Witness ID Squabble in Washington Murder Case

     WASHINGTON (CN) – Prosecutors in the fatal hostage case of a wealthy northwest Washington family and their housekeeper urged a judge to keep their witness’s identity secret Friday.
     Daron Wint stands accused of felony murder while armed for the deaths of Savvas, Amy and Philip Savopoulos, and Veraltisa Figugroa, whose house was set ablaze this past May in an apparent hostage situation gone bad.
     Prosecutors say Wint held the family hostage while the patriarch’s personal driver delivered $40,000 in cash to the Savopoulos home. Savvas, his wife Amy and their housekeeper Figugroa died of blunt- and sharp-force trauma, while son Philip succumbed to “thermal and sharp force trauma injuries,” according to the affidavit.
     At a hearing in D.C. Superior Court today, Judge Rhonda Reid Winston considered a request by the defense for the government to turn over the name and contact information of a witness identified as W3 in the affidavit in support of Wint’s arrest.
     W3 told police about seeing a black man with “short, well groomed hair” driving a blue Porsche 911 erratically on New York Avenue in Washington shortly after the fire.
     Amy Savopoulos’ blue Porsche was not at the house when police arrived, and was later found burning behind a building in New Carrolton, Md., a short drive outside of Washington.
     Police found DNA matching Wint’s profile on pizza crust found in the family’s home and one a reflective vest in the Porsche, according to the affidavit.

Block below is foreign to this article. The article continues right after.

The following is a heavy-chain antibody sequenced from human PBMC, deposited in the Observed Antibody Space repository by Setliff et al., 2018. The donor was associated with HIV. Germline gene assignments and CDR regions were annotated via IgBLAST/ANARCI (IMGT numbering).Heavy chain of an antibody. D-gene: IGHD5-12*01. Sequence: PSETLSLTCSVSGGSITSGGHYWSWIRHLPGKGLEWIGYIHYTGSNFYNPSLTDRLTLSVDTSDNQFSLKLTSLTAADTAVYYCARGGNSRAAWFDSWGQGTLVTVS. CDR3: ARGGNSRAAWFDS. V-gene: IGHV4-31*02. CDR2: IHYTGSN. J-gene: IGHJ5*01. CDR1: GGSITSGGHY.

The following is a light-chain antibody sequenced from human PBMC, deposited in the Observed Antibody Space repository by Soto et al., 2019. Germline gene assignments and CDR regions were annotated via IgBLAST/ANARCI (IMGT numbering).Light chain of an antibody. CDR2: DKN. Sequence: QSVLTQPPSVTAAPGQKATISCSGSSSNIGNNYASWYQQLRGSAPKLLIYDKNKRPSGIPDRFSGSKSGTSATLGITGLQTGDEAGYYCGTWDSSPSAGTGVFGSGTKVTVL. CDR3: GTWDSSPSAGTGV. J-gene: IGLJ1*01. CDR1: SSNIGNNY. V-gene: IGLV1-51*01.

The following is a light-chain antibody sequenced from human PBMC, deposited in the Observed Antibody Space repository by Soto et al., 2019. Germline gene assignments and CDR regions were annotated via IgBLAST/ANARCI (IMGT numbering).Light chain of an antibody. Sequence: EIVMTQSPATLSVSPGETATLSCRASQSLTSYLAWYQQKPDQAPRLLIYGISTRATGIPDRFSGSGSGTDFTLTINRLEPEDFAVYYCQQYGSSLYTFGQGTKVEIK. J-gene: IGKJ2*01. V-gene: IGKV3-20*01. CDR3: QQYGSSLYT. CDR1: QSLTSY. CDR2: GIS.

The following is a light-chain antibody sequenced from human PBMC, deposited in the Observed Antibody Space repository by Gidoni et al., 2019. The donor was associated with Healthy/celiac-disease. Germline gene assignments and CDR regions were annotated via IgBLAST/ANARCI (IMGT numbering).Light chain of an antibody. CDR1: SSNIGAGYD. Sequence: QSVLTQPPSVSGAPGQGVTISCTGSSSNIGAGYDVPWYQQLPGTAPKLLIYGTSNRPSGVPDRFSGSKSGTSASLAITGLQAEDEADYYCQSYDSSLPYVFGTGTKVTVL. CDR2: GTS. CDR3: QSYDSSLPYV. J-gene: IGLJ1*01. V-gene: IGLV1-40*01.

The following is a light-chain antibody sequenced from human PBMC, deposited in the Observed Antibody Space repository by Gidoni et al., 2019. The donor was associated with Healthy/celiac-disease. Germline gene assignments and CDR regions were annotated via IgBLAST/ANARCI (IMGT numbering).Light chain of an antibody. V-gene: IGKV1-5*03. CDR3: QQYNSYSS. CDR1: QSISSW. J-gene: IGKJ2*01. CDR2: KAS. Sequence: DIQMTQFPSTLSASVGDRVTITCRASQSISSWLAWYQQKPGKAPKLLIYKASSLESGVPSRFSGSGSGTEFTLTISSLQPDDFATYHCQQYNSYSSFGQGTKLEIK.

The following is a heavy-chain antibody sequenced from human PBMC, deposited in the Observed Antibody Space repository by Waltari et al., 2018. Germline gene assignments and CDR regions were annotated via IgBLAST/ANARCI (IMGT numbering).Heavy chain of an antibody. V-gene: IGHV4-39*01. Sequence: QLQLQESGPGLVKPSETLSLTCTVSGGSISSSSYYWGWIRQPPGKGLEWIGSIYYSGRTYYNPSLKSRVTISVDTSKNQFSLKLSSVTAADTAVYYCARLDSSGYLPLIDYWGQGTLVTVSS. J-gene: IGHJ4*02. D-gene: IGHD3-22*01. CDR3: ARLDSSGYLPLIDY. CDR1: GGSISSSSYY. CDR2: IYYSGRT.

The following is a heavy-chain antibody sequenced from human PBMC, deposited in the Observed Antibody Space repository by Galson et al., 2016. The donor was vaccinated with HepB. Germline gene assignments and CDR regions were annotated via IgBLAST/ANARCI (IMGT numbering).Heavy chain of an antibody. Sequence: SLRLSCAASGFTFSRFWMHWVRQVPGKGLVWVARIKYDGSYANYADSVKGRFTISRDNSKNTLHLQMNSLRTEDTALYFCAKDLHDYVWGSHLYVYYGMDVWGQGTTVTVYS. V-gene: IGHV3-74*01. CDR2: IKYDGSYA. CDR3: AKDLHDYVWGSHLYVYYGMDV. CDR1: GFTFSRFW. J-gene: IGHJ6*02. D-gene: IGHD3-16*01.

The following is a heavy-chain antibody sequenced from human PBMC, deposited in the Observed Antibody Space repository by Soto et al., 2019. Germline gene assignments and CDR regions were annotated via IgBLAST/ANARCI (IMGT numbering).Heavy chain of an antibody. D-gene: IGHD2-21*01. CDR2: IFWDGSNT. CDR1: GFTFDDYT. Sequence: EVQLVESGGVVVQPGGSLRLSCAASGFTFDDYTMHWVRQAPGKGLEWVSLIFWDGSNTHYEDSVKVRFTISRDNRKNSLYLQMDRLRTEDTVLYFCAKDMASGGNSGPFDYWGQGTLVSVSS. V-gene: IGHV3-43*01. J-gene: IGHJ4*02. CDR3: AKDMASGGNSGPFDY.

Public defender Arthur Ago told Judge Winston that the witness’s description of the person driving the car is not a match for Wint, who arrived at the courthouse Friday wearing his hair long and tied in the back.
     Attorneys for the government countered that the incongruent suspect description does not does not fall out of line with their theory of how the crime occurred, since it is possible more than one person was involved in the hostage taking and murder.
     The affidavit in support of Wint’s arrest says the crime likely “required the presence and assistance of more than one person.”
     Winston said she would hear arguments on whether the government should turn over the witness’s identity through written statements before Wint’s next status hearing, which is set for Dec. 17.
     She told Assistant U.S. Attorneys Laura Bach and Emily Miller that, just because the witness’s description was not out of line with their theory of the case, does not mean it is not in line with the case the defense planned on laying out.
     Winston found probable cause Wint committed the murders in a preliminary hearing in July.

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